Pedestrians walk by a boarded up business after a protest to the election of Republican Donald Trump as President of the United States in Portland, Oregon, U.S. November 11, 2016. REUTERS/Steve Dipaola
A motorist who was caught in the middle of a riot threatens a demonstrator with detergent during a protest against the election of Republican Donald Trump as President of the United States in Portland, Oregon, U.S. November 10, 2016. REUTERS/William Gagan
A motorist who was caught in the middle of a riot threatens a demonstrator with detergent during a protest against the election of Republican Donald Trump as President of the United States in Portland, Oregon, U.S. November 10, 2016. REUTERS/William Gagan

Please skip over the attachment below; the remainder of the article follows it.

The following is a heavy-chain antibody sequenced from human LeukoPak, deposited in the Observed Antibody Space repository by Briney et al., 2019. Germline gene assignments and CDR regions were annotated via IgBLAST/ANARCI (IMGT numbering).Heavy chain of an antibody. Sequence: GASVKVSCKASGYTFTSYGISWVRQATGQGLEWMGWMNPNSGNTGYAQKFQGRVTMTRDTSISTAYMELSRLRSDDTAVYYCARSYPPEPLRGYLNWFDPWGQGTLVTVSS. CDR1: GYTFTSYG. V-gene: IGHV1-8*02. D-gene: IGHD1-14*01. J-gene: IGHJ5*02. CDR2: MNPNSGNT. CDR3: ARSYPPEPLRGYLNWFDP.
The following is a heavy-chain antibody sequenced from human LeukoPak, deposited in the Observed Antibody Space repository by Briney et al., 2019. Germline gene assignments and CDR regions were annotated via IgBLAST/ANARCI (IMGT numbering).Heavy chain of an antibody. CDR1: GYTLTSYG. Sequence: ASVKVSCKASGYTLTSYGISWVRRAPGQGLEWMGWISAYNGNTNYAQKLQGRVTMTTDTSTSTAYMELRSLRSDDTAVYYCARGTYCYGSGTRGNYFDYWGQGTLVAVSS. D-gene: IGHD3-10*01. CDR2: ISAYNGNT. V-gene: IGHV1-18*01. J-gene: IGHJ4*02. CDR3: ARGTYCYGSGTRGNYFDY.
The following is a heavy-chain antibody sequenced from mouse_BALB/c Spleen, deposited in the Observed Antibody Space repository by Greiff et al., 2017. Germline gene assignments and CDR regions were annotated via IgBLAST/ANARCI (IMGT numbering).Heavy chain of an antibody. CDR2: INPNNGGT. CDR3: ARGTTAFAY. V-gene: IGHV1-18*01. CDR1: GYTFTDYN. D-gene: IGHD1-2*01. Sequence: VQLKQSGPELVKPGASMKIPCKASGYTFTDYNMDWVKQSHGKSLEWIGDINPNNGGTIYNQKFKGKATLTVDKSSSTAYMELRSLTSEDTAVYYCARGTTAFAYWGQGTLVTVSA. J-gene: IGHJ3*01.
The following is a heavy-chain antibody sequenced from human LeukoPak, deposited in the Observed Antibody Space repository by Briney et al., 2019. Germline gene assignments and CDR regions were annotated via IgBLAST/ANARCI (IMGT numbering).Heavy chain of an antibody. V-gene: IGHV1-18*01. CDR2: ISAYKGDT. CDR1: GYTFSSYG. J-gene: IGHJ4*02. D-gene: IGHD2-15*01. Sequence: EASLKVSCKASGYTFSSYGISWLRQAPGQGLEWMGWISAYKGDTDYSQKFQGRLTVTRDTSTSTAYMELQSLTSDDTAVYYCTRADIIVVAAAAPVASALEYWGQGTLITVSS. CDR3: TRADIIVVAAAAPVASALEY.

Demonstrators push over a fence during a protest against the election of Republican Donald Trump as President of the United States in Portland, Oregon, U.S. November 10, 2016. REUTERS/Cole Howard
A demonstrator sits in the street during a protest against the election of Republican Donald Trump as President of the United States in Portland, Oregon, U.S. November 10, 2016. REUTERS/Cole Howard
A demonstrator sprays graffiti during a protest against the election of Republican Donald Trump as President of the United States in Portland, Oregon, U.S. November 10, 2016. REUTERS/Cole Howard
A demonstrator performs a burnout during a protest against the election of Republican Donald Trump as President of the United States in Portland, Oregon, U.S. November 10, 2016. REUTERS/Cole Howard ES
A demonstrator sets a news rack on fire as another wields a baseball bat (R) during a protest against the election of Republican Donald Trump as President of the United States in Portland, Oregon, U.S. November 11, 2016. REUTERS/William Gagan